Poems From Guantanamo

I first read about the collection, The Detainees Speak, in the NY Times. I came away feeling that Chiasson maybe had glanced at a single poem in the collection as a means of attaining a couple of word bytes for his political invective against what was (obviously) thinly-veiled Bush regime propaganda funneled through (obviously) fascist, unlettered, security-clearenced translators. Obviously. I only wish I had a copy of the book in front of me so I could see how it balances out, because truly, judging from the review on Slate, O'Rourke read the whole thing and engaged the poems from a more neutral starting point. I realize that neutrality is not the perspective warranted when discussing war; but should it be different when approaching art derived from an experience of war? Poetry makes for very poor cannon fodder, either way. And that's not an insult to the art. Poetry can, in careful hands (of both poet and reader), engage a kind of empathy not attainable via CNN. Or, as O'Rourke so deftly concludes:

[T]hese poems both humanize their authors and keep them obscure to us. It is unlikely, then, that anyone is going to come away from reading this volume with their minds changed about Guantanamo. But Poems From Guantánamo is not about innocence or guilt, or merely an instrumental artifact in a political debate. Instead, it performs a valuable service in humanizing the individuals incarcerated there, reminding us that even those charged with crimes are people, not faceless automatons—even as it also leaves us with a potent sense of how much we don't know about them.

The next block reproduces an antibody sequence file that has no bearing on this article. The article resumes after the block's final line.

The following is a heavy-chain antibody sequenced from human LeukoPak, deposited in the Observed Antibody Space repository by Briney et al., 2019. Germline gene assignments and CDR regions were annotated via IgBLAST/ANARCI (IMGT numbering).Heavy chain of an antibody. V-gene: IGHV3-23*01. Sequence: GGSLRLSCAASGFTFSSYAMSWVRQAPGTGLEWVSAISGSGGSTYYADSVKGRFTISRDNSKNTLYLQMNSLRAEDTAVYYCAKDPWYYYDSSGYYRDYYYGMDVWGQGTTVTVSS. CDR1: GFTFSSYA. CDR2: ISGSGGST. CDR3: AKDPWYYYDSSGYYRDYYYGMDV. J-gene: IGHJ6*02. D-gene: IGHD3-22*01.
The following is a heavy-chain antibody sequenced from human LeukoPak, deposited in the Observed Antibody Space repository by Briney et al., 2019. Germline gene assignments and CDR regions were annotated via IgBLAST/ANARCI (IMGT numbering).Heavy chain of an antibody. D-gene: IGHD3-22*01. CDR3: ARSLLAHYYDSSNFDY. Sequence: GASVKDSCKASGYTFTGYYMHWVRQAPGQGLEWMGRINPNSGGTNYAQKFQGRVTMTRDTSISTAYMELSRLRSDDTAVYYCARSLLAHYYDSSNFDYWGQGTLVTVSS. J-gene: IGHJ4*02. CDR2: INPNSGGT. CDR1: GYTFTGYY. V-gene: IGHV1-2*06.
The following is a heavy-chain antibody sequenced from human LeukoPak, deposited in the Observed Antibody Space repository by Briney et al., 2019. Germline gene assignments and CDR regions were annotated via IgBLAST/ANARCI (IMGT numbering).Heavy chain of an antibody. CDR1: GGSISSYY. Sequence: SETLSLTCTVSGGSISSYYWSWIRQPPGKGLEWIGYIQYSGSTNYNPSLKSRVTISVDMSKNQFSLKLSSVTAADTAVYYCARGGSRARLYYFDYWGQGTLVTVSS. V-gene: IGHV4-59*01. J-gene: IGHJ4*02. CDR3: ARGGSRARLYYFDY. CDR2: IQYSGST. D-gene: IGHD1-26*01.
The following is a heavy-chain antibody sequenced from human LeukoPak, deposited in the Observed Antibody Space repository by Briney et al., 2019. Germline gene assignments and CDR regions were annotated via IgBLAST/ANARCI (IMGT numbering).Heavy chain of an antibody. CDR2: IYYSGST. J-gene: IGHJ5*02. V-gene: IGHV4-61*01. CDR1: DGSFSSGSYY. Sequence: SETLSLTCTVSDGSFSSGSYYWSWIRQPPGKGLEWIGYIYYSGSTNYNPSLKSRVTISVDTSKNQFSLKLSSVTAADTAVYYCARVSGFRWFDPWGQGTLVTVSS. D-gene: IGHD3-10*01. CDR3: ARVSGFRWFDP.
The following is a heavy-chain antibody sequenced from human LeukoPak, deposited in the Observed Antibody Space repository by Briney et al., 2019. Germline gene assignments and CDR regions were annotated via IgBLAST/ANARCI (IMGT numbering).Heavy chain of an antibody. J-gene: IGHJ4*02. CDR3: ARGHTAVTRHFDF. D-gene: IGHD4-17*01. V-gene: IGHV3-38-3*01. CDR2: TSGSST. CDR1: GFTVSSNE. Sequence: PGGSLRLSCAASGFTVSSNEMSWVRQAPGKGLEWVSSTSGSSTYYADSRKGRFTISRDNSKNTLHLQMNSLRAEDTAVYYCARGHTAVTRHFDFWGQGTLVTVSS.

Chiasson was perhaps expecting clarity of political purpose in the same way any literary critic looks for precision of language. Doubtless, as both critics note, the writing itself is nothing fantastic. But, O'Rourke seems to pick up on more of the nuance - what would one expect a prisoner, possibly innocent, possibly also the victim of torture, to write? How would this person engage his subject? What kind of subject at that? And how are these inevitable questions about the REAL person behind the poem doing a service or a disservice to the poem itself?

That's where I get in a knot about "poetry of witness." Poetry has never been about current events, influencing politics, &c. At least not overtly. It's the lack of the obvious factor in so much of the poetry I read and write that leads me to steer away from defining poetry as anything like an efficient tool. It is vastly inefficient to write a poem! Why not just say the thing? Because the shifting, meandering, subverting and skirting of poem-making brings me to that which is more valuable than the thing. What that is, I can't really say, but it sure is neat.


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